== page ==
Crete Pictures Guide, Greek Islands
Crete, Ammoudi beach. Photo by Olaf Tausch.
Some Crete Sights
Arkadia monastery in Venetian baroque style, also known as Moni Arkadiou. Photo by Gerard Janot.
Samaria Gorge. Photo by Lapplaender.
Got the culture out of the way? How about a little walk? From the Samaria Gorge to the Lasithi plateau hikers will enjoy the spectacular surroundings while culture-vultures are spending hours in Heraklion’s museums and the Minoan ruins of Knossos.
Sitia Port in Lasithi province. Photo by Sekundenschlaf.
Most travellers, however, are primarily in Crete for the beaches – with a touch of culture, perhaps to keep their intellects functioning while they bake in the sun and pickle their brains in Ouzo.
Elounda and Matala are typical of many of these superb beaches – soft sand, clear water and rather too many neighbours.
Crete’s best beaches are generally thought to be on the island’s west coast, Falasarna and Elafonisi.
Elounda beach. Photo by Deror avi.
*Sweetwater, *Falasarna, *Elafonisi
At 160 miles long, Crete is Greece’s largest island and offers a huge variety of holidays – mountain and gorge hiking (esp. Samaria and Zakros Gorges, windmill scattered Lasithi Plateau) exploration of little old Greek villages (fast disappearing), roaming the ruins of the Minoan civilisation (esp. Knossos), or slumping on hot beaches with a cold drink.
Iraklion, Crete’s capital, has little reason to visit save for its transport links, the superb Minoan Palace of Knossos (5km away) and the Archaeological Museum.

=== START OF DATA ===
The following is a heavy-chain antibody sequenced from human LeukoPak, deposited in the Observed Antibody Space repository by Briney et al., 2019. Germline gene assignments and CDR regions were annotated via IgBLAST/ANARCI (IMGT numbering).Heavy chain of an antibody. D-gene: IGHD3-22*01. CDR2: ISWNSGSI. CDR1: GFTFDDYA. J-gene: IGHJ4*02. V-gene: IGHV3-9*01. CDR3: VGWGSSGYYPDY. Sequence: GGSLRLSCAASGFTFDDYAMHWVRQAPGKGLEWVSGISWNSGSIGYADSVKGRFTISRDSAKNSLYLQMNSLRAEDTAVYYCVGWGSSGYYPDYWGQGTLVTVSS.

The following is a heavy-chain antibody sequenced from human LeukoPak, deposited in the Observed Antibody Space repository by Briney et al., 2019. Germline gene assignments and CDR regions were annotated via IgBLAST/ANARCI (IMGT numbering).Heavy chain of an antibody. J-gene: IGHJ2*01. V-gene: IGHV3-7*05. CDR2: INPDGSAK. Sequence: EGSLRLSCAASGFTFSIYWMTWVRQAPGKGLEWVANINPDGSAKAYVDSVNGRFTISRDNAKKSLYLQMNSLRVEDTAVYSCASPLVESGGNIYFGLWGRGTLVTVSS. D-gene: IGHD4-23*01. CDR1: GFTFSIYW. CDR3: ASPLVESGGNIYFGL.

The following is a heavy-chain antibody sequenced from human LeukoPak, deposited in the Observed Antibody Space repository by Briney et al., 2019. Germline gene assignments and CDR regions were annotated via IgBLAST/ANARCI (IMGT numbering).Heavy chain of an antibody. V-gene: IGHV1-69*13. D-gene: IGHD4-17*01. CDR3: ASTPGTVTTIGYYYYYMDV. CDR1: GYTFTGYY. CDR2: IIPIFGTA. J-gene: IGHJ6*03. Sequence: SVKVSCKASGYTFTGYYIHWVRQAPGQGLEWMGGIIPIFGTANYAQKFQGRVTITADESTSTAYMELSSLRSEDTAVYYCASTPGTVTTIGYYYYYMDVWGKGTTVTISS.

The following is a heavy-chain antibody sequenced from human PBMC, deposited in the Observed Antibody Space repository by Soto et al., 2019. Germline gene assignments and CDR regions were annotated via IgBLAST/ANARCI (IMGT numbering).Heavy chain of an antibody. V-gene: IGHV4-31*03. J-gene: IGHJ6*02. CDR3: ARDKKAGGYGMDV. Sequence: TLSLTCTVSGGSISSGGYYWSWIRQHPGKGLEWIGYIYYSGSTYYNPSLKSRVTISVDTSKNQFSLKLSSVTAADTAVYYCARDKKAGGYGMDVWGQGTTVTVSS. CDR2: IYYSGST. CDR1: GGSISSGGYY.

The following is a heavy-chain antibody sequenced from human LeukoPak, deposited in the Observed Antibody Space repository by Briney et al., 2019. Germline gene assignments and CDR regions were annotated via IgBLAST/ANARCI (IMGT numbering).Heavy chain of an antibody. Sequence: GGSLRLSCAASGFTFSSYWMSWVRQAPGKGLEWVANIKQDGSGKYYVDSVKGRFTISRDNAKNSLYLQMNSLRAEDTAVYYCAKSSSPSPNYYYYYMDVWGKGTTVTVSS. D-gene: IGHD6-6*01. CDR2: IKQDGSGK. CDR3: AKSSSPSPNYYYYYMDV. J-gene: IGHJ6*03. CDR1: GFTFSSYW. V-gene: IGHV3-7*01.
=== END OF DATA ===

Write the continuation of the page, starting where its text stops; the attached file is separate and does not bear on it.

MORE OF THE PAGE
The island is lined with hundreds of beaches, from popular tourist destinations in the east, such as Elounda and Sitia, to the less well-known in the west:
Rethymno (NW), the attractive third largest town in Crete has a palm-fringed promenade running along a wide curved sand and shingle beach several kilometres long. The water is clean though you may need to walk a bit east to escape crowds. There is excellent choice of services.
Sweetwater (SW) is a casual beach with few visitors, some of them nude. It has a dramatic, swooping rocky backdrop and blue, blue sea. Sweetwater bubbles out from the stones at the back of the beach. A small beach taverna looks after consumables. Accessible only by boat or an hour’s spectacular coast walk from Loutro – and that’s the place to stay.
Far west Crete has a couple of superb beaches if you can get there.
Falasarna (NW) is big, with fine sand and rocks to add a little character. Tavernas and domatia (rooms to stay in) are nearby.
Elafonisi (SW) is a big, sandy, turquoise lagoon, with a pretty little island scattered with dunes and coves a few metres wading distance away. Facilities are few and unfortunately a new blacktop road means package tours and their attendant stalls have started to despoil this erstwhile beach paradise.
The Balos lagoon on the Gramvoussa peninsula. Photo by Olaf Tausch.
The famous Cretan palms and beach of Vai, east Crete. Photo by Marc Ryckaert.
When to go to Crete
The very best months in Crete are mid-May and June for less crowds, better ambience, lower accommodation prices and nice weather without extreme heat.
Summertime brings masses of visitors and considerable heat with occasionally blasts from the meltemi wind which cools things off but blows beach-goers and their kit all over the place. However, anytime from May to the end of October is possible as the southern location extends the tourist season.